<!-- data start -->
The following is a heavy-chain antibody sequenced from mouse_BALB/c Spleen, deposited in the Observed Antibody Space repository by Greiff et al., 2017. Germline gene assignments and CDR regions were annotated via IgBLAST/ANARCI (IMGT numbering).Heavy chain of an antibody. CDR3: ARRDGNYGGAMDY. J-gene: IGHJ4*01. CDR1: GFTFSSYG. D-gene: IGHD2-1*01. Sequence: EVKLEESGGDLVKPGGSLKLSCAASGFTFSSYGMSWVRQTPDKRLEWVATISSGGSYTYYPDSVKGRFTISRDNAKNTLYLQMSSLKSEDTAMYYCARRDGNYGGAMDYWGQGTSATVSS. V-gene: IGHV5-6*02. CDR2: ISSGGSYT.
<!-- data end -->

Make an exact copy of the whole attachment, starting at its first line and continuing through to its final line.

The following is a heavy-chain antibody sequenced from mouse_BALB/c Spleen, deposited in the Observed Antibody Space repository by Greiff et al., 2017. Germline gene assignments and CDR regions were annotated via IgBLAST/ANARCI (IMGT numbering).Heavy chain of an antibody. CDR3: ARRDGNYGGAMDY. J-gene: IGHJ4*01. CDR1: GFTFSSYG. D-gene: IGHD2-1*01. Sequence: EVKLEESGGDLVKPGGSLKLSCAASGFTFSSYGMSWVRQTPDKRLEWVATISSGGSYTYYPDSVKGRFTISRDNAKNTLYLQMSSLKSEDTAMYYCARRDGNYGGAMDYWGQGTSATVSS. V-gene: IGHV5-6*02. CDR2: ISSGGSYT.